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Special> 11th NPC & CPPCC 2008> Latest Update
UPDATED: March 11, 2008  
Chinese Lawmakers to Deliberate Draft Plan of Cabinet Ministries Reform
Chinese lawmakers on Tuesday will begin deliberating the draft plan of ministries reform, a key agendum at the annual session of the National People's Congress (NPC), China's parliament

Chinese lawmakers on Tuesday will begin deliberating the draft plan of ministries reform, a key agendum at the annual session of the National People's Congress (NPC), China's parliament.

It will be the sixth major institutional restructuring aimed at building an efficient and service-oriented government since China launched the reform and opening drive three decades ago.

Delivering the government work report to lawmakers last week, Premier Wen Jiabao said the reform of the administrative system is "an important link in deepening reform, an important part of the reform of political institutions, and an essential step in improving the socialist market economy."

The Communist Party of China (CPC) vowed to deepen political restructuring at its 17th National Congress last October, triggering expectations on what steps would be taken at the following parliament session.

The CPC Central Committee approved on Feb. 27 a plan on the institutional restructuring of the State Council, the cabinet, which was submitted to the ongoing parliament session for deliberation.

The plan had been carefully studied and had solicited opinions from many sectors of society, sources said.

The move attracted great attention soon after the news about the reform plan was released.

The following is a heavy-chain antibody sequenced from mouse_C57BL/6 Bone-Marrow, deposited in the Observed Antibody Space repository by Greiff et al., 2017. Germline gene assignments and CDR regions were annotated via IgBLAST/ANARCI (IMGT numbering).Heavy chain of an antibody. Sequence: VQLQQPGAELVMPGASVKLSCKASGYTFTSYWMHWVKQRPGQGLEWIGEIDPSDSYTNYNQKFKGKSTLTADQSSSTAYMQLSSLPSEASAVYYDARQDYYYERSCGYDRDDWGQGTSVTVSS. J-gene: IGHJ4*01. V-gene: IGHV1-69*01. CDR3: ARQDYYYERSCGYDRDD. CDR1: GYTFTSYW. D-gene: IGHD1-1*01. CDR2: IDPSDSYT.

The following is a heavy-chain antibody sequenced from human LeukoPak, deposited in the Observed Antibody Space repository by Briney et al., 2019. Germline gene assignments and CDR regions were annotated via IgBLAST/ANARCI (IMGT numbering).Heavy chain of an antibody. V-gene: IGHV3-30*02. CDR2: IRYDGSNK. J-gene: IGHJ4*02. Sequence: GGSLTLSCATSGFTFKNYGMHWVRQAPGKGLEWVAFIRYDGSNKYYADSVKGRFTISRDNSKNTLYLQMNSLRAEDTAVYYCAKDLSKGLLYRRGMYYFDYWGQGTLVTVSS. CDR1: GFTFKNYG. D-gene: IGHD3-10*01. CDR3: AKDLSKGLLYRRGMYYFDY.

"Political restructuring, as part of the overall reform, must be deepened with social and economic development," said Prof. Shu Yang with the Guangdong Academy of Social Sciences.

Chinese administrative system and institutional structure, which had been improved over the past 30 years, generally meet the needs of social and economic development, said Yuan Shuhong, vice president of the National School of Administration.

However, Yuan said economy and society develop rapidly in recent years and demand corresponding changes in the institutional structure.

Premier Wen also acknowledged the need for changes in his government work report.

"We are keenly aware that the work and accomplishments of the government still fall somewhat short of what circumstances require and the people expect," Wen said. "The functions of government have not been completely transformed, and public administration and public services are still weak."

The NPC annual session started on March 5 and is scheduled to conclude on March 18, with nearly 3,000 deputies from nationwide to underline state affairs including the cabinet ministries reform, the election of state leadership, hearing and deliberating government work report, among others.

(Xinhua News Agency March 10, 2008)

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